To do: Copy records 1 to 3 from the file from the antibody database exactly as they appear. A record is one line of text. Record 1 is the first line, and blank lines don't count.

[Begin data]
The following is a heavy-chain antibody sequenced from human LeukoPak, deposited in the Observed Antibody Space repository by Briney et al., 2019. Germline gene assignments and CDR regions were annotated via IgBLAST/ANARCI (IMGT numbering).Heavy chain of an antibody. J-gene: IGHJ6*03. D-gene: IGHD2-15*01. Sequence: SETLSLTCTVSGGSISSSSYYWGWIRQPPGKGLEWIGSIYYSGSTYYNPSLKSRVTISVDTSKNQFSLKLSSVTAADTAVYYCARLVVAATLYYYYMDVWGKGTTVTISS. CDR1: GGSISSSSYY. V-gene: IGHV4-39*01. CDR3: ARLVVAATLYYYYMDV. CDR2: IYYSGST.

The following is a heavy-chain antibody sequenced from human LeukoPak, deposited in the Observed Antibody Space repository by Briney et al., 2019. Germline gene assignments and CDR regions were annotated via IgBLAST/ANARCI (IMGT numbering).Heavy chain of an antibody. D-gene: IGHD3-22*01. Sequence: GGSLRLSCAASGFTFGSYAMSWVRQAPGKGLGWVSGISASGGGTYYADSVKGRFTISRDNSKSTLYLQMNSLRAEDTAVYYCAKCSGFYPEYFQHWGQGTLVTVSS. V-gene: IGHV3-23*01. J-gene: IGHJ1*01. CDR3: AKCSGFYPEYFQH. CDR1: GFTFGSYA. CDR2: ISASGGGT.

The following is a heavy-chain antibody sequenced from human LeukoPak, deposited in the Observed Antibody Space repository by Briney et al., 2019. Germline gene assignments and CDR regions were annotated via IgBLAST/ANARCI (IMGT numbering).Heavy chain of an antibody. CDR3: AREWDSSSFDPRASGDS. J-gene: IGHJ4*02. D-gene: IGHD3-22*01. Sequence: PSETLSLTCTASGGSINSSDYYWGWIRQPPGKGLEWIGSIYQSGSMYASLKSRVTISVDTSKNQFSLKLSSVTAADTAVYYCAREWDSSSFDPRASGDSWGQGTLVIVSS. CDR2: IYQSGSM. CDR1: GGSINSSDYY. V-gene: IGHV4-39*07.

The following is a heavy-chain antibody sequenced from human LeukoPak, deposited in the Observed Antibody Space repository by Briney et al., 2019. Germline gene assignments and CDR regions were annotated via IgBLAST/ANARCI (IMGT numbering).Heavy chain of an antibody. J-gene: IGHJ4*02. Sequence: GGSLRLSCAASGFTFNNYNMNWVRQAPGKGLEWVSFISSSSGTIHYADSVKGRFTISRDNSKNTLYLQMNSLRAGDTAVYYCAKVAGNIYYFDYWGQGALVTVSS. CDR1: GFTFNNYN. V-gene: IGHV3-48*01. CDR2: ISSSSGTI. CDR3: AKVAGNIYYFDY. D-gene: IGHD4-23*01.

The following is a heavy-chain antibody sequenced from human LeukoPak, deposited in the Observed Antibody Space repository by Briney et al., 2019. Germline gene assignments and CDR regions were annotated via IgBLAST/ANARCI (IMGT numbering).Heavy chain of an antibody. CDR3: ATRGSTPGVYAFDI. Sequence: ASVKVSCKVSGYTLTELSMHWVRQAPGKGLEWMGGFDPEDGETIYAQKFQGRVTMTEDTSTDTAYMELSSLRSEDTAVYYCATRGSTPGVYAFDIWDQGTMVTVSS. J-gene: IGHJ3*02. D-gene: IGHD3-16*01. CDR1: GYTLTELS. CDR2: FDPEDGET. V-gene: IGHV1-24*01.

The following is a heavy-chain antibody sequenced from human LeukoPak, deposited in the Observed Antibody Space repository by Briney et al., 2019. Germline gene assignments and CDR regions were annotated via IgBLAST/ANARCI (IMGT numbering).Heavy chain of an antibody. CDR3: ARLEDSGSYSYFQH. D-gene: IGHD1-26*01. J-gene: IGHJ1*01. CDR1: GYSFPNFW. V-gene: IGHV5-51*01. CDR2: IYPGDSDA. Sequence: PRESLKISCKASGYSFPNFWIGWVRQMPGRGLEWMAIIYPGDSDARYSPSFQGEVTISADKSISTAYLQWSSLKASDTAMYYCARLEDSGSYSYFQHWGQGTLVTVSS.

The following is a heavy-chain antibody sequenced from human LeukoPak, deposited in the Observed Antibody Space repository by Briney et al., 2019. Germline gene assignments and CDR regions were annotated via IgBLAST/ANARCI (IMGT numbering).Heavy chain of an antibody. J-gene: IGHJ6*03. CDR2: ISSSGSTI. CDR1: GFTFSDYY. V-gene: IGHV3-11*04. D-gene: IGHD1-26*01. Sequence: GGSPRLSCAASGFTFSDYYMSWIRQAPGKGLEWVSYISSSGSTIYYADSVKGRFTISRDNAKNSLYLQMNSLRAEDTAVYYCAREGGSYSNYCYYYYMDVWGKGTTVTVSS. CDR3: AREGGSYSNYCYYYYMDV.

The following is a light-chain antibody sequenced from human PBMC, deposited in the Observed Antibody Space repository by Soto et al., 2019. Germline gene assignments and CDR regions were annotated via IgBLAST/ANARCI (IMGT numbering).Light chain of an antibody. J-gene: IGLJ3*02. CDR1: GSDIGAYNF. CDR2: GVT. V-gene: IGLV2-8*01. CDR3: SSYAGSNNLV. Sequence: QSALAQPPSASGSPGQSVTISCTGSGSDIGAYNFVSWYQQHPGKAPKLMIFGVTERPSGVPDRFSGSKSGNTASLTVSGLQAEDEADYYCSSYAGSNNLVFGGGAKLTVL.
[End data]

The following is a heavy-chain antibody sequenced from human LeukoPak, deposited in the Observed Antibody Space repository by Briney et al., 2019. Germline gene assignments and CDR regions were annotated via IgBLAST/ANARCI (IMGT numbering).Heavy chain of an antibody. J-gene: IGHJ6*03. D-gene: IGHD2-15*01. Sequence: SETLSLTCTVSGGSISSSSYYWGWIRQPPGKGLEWIGSIYYSGSTYYNPSLKSRVTISVDTSKNQFSLKLSSVTAADTAVYYCARLVVAATLYYYYMDVWGKGTTVTISS. CDR1: GGSISSSSYY. V-gene: IGHV4-39*01. CDR3: ARLVVAATLYYYYMDV. CDR2: IYYSGST.

The following is a heavy-chain antibody sequenced from human LeukoPak, deposited in the Observed Antibody Space repository by Briney et al., 2019. Germline gene assignments and CDR regions were annotated via IgBLAST/ANARCI (IMGT numbering).Heavy chain of an antibody. D-gene: IGHD3-22*01. Sequence: GGSLRLSCAASGFTFGSYAMSWVRQAPGKGLGWVSGISASGGGTYYADSVKGRFTISRDNSKSTLYLQMNSLRAEDTAVYYCAKCSGFYPEYFQHWGQGTLVTVSS. V-gene: IGHV3-23*01. J-gene: IGHJ1*01. CDR3: AKCSGFYPEYFQH. CDR1: GFTFGSYA. CDR2: ISASGGGT.

The following is a heavy-chain antibody sequenced from human LeukoPak, deposited in the Observed Antibody Space repository by Briney et al., 2019. Germline gene assignments and CDR regions were annotated via IgBLAST/ANARCI (IMGT numbering).Heavy chain of an antibody. CDR3: AREWDSSSFDPRASGDS. J-gene: IGHJ4*02. D-gene: IGHD3-22*01. Sequence: PSETLSLTCTASGGSINSSDYYWGWIRQPPGKGLEWIGSIYQSGSMYASLKSRVTISVDTSKNQFSLKLSSVTAADTAVYYCAREWDSSSFDPRASGDSWGQGTLVIVSS. CDR2: IYQSGSM. CDR1: GGSINSSDYY. V-gene: IGHV4-39*07.